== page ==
floating fish corrals behind them. Eventually all of the netted fish get brought to another corral-type enclosure that’s set up near the bank, where the fish are counted and their sex and species noted. I help out with this every year, since I find it pretty interesting to see everything that is swimming in a river.  As a fly angler, I only get to see that which will take a well-presented fly.  When you electroshock the river, you get to see everything in there that swims, and not just the trout.  These include whitefish, chubs, dace, and my personal favorite, sculpins.  Its often said that healthy trout populations are a good indicator of a healthy river, like a canary in a coalmine, but that is even more true of sculpin.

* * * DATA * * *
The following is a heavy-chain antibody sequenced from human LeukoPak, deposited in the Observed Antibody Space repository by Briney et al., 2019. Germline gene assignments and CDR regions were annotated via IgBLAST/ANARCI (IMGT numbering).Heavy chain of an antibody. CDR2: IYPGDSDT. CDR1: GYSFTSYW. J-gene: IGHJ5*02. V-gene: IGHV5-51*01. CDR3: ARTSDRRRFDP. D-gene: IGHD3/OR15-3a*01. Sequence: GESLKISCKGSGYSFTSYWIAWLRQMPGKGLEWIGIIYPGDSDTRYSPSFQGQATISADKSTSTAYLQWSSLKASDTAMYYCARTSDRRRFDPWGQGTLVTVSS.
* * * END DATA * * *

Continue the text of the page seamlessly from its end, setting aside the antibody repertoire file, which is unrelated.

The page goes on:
My next opportunity to volunteer came in May - electroshocking again, but this time on the Colorado River not far above my home. Shocking a river the size of the Colorado involves doing it from a boat, not standing in the cold water.  The rafts themselves have frames that are purposefully designed for this exact task, with diamond plate decks and railings that extend out over the front so that two netters in the bow can lean over and capture the stunned fish.  The electric shock is delivered by an electrode mounted on the end of a boom that is lowered into the water. Between the netters and the rowers sits a live well, and as fish are netted the netters swing the nettees around and into the live well.  When the live well

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Fall 2018 • High Country Angler